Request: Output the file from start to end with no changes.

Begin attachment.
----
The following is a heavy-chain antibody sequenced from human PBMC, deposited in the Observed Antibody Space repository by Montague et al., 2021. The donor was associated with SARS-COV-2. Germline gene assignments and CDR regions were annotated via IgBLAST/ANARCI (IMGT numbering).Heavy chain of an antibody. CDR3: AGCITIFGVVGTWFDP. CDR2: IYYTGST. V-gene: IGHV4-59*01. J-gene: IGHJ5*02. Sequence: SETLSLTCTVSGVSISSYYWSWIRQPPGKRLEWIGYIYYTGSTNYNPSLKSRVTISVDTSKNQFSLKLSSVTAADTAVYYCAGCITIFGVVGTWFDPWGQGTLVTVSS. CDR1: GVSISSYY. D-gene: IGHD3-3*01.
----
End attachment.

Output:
The following is a heavy-chain antibody sequenced from human PBMC, deposited in the Observed Antibody Space repository by Montague et al., 2021. The donor was associated with SARS-COV-2. Germline gene assignments and CDR regions were annotated via IgBLAST/ANARCI (IMGT numbering).Heavy chain of an antibody. CDR3: AGCITIFGVVGTWFDP. CDR2: IYYTGST. V-gene: IGHV4-59*01. J-gene: IGHJ5*02. Sequence: SETLSLTCTVSGVSISSYYWSWIRQPPGKRLEWIGYIYYTGSTNYNPSLKSRVTISVDTSKNQFSLKLSSVTAADTAVYYCAGCITIFGVVGTWFDPWGQGTLVTVSS. CDR1: GVSISSYY. D-gene: IGHD3-3*01.